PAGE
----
On Superstitio and the Horror of Compulsion

Haverty_Circa1875_2

Image: Victorian Horror Vacui’ by John Haverty

(This post is a response to the 25/4 ‘Audio Research Article v2‘, however it does stray markedly from that terrain, and therefore appears as a separate post. I see that both Patrick and Josephine have subsequently written pieces that address some of the concerns below, so apart from the urge to challenge a few of their initial ideas, this post allows me a little exploration.)

In Patrick 25/4, (sounds rather biblical, sorry), he writes that “Jo has written a line I hadn’t noticed before which has suddenly smacked me in the face, ‘I think most writing arises from superstitious behaviour…’” Patrick continues, “this might be the best line ever written about the artistic process.” In Josephine 11/5 (surely old testament, no?) she identifies Slavoj Zizek’s complaint that “…writer’s block is not the true horror, rather, it is the opposite: the compulsion to keep on writing.” Furthermore, Zizek’s “whole economy of writing is in fact based upon an obsessional ritual to avoid the actual act of writing.”

I think Patrick is right to be hit by Jo’s line, for it is powerful and not easily parsed, even to my atheist mind. It identifies that writing (more generally, the artistic process), is often full of spurious drives and desires, prey to a semi-conscious ruse or two, that enable us to complete the task. (That’s right, I must replace that lightbulb..) But is this ‘superstition’? Zizek appears to be saying that ‘obsessional ritual’ is a way of dealing with the ‘horror of compulsion’, (once we accept this as the true horror), and that it is a scary yet necessary response. Ritual, though sometimes superstitious, need not be so. Obsession, though often worthy of fear, does not require a recourse to the supernatural. I suggest that these drives and desires become the province of the psychoanalytic and not the supernatural; that (for better or worse) these fears, rituals and compulsions arrive from the territory of the unconscious. I would therefore claim that the ‘horror of compulsion’ is a very real and rational fear, and one that we can, and should, decouple from ‘superstition’. If nothing else, it may well be simply a question of degree; of how much this fear actually results in the starting and/or finishing of a work, and how much we might rely on ‘techniques to get the job done’.

What then for superstition? The Oxford dictionary defines ‘superstition’ as: “irrational awe or fear of the unknown…religious belief or practice founded on fear or ignorance…credulity regarding religion or the supernatural…” (OxDic: 3113).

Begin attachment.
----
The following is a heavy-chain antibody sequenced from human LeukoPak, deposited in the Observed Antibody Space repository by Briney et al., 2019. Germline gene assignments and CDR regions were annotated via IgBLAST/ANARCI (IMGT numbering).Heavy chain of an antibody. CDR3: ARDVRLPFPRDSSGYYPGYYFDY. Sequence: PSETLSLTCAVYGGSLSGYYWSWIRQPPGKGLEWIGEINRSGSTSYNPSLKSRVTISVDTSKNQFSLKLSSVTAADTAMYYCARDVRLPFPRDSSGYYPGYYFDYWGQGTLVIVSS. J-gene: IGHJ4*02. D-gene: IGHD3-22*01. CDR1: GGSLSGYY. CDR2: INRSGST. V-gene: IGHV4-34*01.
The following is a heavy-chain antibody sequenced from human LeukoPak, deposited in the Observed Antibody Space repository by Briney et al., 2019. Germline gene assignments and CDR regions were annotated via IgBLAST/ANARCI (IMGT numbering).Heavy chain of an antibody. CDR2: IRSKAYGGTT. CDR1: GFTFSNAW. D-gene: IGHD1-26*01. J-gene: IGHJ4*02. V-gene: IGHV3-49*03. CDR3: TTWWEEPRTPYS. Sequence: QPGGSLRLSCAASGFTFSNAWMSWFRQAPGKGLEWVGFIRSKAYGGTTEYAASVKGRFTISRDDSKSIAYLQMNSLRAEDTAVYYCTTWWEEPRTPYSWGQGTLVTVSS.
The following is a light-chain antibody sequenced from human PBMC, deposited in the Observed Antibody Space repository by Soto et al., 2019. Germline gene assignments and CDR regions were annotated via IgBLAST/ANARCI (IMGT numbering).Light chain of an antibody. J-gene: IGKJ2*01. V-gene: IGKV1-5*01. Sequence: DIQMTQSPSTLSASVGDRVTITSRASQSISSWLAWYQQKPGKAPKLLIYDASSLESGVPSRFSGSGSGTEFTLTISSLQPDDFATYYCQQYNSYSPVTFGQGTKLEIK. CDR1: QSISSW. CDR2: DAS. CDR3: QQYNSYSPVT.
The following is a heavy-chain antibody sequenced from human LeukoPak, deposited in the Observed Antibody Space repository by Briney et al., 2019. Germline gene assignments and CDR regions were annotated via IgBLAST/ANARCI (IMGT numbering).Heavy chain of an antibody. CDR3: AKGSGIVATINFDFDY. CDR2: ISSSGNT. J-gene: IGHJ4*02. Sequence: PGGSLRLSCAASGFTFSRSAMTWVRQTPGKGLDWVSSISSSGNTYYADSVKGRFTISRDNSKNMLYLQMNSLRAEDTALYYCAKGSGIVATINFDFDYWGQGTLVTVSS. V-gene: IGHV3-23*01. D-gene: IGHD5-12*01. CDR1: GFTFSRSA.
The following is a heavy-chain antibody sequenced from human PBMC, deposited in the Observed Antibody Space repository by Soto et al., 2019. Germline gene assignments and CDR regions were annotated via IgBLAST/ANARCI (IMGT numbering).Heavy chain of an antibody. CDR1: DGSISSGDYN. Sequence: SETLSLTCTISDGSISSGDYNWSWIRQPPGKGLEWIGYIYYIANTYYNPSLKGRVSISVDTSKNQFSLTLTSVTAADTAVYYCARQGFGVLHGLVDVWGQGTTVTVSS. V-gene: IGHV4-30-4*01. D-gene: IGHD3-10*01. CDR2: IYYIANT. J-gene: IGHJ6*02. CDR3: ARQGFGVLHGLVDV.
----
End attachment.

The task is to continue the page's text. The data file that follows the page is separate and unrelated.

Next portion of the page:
So if superstition is more narrowly a type of fear of the unknown, it easily accords with our ignorance of, or refusal to admit, the psychoanalytic. Is not the project of psychoanalysis one of trying to bring the subliminal drives into the light, to attempt an understanding of our behaviours and motivations? Is it not a process that moves us away from superstition? So I reiterate, that while Jo’s line is not easily parsed, there need not be any residue of the supernatural in the artistic process. However, if superstition is this belief in a practice centred on fear, what this belief might disguise is the surprise in finding out that, ‘I am stuck’, and the serious disappointment that, ‘I don’t seem to have what it takes to finish the job’. So as a remedy, we can employ tricks, devices, subterfuge and mis-directions, that become the necessary and clever techniques in response to the very real Zizekian horror of compulsion. But, can we generalise from Jo’s line, and Patrick’s initial response, that the artistic process is one of working with fear? Is this what is left for our praxis?

To a large extent, yes. Leonard Cohen is said to have remarked that (song)writing is ‘more a sentence than a vocation’. It then becomes unreasonable for us to expect a linear path to the completion of a work, and we must admit that this compulsion can be tyrannical and overwhelming. We must allow the detours, (necessary and unnecessary), to realise the work. So yes, I am in sympathy with the idea that the artistic process can be full of deceptions, but these are not superstition; yes they are prone to compulsion, but need not be prone to the irrational – for there is a logic to the psychoanalytic. Zizek identifies what he calls Lacan’s single best known formula: “the unconscious is structured as a language;” the unconscious itself obeys its own grammar and logic, “the unconscious talks and thinks” (Zizek 2006: 3). Not surprisingly then, language for Lacan becomes “a gift as dangerous to humanity as the horse was to the Trojans; it offers itself to our use free of charge, but once we accept it, it colonizes us” (Zizek 2006: 11).

We might approach ‘superstition’ another way, by its opposition to a very closely related term, ‘religio’. It can be placed in a binary of superstitio / religio. ‘Superstitio’, following the latin, is read as an ‘irrational or excessive fear of the gods’, while ‘religio’ is the ‘proper or reasonable fear of the gods’ (Lewis)(EtymologyDic). Is the writing we are discussing here superstitio or religio? Can the term ‘the gods’, construed as I do, be synonymous with ‘writing’? If so, it would subversively appear that writing is in fact ‘religio’, requiring a ‘proper and reasonable fear’ of its horrible excesses. We might engage with this problem by claiming that writing/the gods, do not deserve our fear, especially on the political grounds of a disobedience to the tyrannical authority of its power to compel. Art/writing then becomes a paradox: it enslaves us to its compulsion, but it is also the act that undermines this power, and allows us to disobey its (and many other) authorities. Eric Fromm reminds us that civilization was created by acts of disobedience; Prometheus, even Adam and Eve,  with their actions allowed us to come into being (Fromm 2010: 3). Maybe we are only ever ‘one word ahead’ (one word behind) of this ever-present horror. Perhaps this predicament allows us to remember that art is the only activity that grants the abandonment of all rules.